The Nightmare Fam got the quick jump on the Factory, but the momentum didn’t last long. Billy Gunn’s ribs were taped up from the Anthony Ogogo punch from last week, which is another marvel of the Factory, the fact that a rudimentary move in boxing could be used as a devastating pro wrestling finisher. Marshall did the “suck it chant” to Lee Johnson, which made me cackle at how good he is. For his part, Johnson got the hot tag and cleaned house, further cementing himself as the Nightmare Family’s young gun to watch. Especially when he hit that beautiful corkscrew over the top rope. Unfortunately, that momentum wouldn’t last long, as Ogogo landed that gut punch on Johnson and Gunn, leading Marshall to pin Johnson for the win.

Austin and Colton Gunn came out to give Marshall a beating and sent him away, which started a brawl between the Factory and the Family. QT tried to escape to the bus, but Cody came out of the bus to fight Marshall. QT ended up on the top of the bus along with Cody; after the brawl, Cody put QT in the Figure Four and Marshall tapped, as Jim Ross would say, “like a drunk man.” 

In the match announcements for next week, a bombshell was also delivered: Mox will defend his IWGP U.S. Championship against Yuji Nagata on Dynamite on May 12th! The idea of Kenny vs. Ospreay? *BARF NOISE* This is that real shit, and I can’t wait.

Segment: Kip went to settle things with Miro, but Miro just kicked his ass, screaming, “WHERE HAVE YOU BEEN??” Miro then slammed the door into Kip’s hand and as Sabian whimpered, Miro hugged him closely and said, “I forgive you.” 


TNT Championship Match: Darby Allin def. Preston “10” Vance

I’m digging the idea of the TNT Championship match getting the main event slot on so many Dynamite episodes; it’s such an easy way to elevate both the title and Darby as one of AEW’s top stars. This is not a “secondary championship,” every title means something here—I know, I know; “What about the women’s title?” They’re working on it.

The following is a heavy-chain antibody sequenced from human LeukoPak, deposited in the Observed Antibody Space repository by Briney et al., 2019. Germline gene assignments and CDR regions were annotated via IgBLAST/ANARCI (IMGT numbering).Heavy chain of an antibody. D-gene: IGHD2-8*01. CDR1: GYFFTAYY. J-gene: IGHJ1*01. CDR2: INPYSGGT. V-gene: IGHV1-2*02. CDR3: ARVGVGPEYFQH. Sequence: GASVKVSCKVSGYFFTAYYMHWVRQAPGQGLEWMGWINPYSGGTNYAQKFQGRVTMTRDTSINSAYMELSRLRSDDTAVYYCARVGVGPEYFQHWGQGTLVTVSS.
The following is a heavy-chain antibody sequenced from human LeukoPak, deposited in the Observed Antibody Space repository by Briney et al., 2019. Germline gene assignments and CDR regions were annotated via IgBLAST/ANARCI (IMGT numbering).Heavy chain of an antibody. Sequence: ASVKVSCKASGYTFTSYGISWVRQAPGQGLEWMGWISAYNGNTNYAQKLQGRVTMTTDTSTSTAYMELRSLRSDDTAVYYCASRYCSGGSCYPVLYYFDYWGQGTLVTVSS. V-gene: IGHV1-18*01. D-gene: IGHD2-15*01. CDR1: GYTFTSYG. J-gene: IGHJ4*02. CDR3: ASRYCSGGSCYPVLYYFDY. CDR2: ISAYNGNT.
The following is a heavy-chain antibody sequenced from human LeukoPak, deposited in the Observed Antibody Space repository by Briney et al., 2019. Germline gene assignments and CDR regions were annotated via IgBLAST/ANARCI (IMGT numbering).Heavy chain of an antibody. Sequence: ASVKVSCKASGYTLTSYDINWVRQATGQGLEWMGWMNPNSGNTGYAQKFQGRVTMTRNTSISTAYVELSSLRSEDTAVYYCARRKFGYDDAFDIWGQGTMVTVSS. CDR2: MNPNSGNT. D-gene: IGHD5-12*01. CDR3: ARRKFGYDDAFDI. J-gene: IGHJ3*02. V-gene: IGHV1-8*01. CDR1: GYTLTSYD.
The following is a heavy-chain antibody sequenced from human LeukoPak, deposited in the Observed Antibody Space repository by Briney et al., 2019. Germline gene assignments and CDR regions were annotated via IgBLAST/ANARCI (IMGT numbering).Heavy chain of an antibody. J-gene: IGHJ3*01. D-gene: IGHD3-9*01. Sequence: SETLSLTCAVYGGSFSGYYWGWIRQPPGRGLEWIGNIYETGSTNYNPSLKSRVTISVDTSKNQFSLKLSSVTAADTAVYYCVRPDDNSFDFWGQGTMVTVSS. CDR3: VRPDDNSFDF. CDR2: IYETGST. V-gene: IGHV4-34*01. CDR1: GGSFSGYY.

Darby challenged Vance as the man handpicked by Brodie Lee to join the Dark Order, and by the time the match got into full swing, he could barely fight off Vance’s power. 10 looked very impressive in his challenge to Darby, cleverly (and not shockingly) using his size and power advantage to muscle Allin around for most of the match. Hard punches, stalling vertical suplexes, just tossing the wiry skate punk champion around. Darby stumbled around the ring, nearly helpless, as Vance continued to manhandle him, only slipping out of it for a brief second by countering a gorilla press into a crossbody pin attempt. But 10 continued the attack, just beating Darby down. Darby slipped into a backpack Stunner and managed to lock in a Fujiwara armbar, keeping hold of it as 10 tried to escape and stomped his hand after he reached the ropes. 

I forgot Sting was even at ringside until 10 stared him down while catching his breath. Darby continued to work on Vance’s hand and managed to dive onto him and Alan Angels after 10 slipped out of the ring. Sting backed down the entire Dark Order without a bat, and Ethan Page ran in and slammed Darby’s head against the ring post while nobody was looking, blowing a kiss and running away. 10 nearly folded Darby in half with a wheelbarrow slingshot German Suplex. Darby tore at his mask to get out of the bearhug and pinned Vance while in the Full Nelson, ala Bret Hart at Wrestlemania VIII and Survivor Series 1996. 

After the match, Vance showed respect to Darby as Allin took the Brodie armband off and displayed it for the cameras to see. Ethan Page came back to the ring and Darby noticed, but not before Scorpio Sky jumped him from behind. The show ended with Scorp locking a heel hook on Sting while Page made Darby watch — before Vance and Lance Archer chased them off.


Martin Douglas

The unofficial poet laureate of Tacoma, WA, Martin Douglas is an essayist, critic, and journalist specializing in the fields of music (, Bandcamp Daily, Pitchfork) and pro wrestling (Seattle Weekly, quite a few online zines). He's also a hip-hop beatmaker, fiction writer, disposable camera photographer, and all-around renaissance man.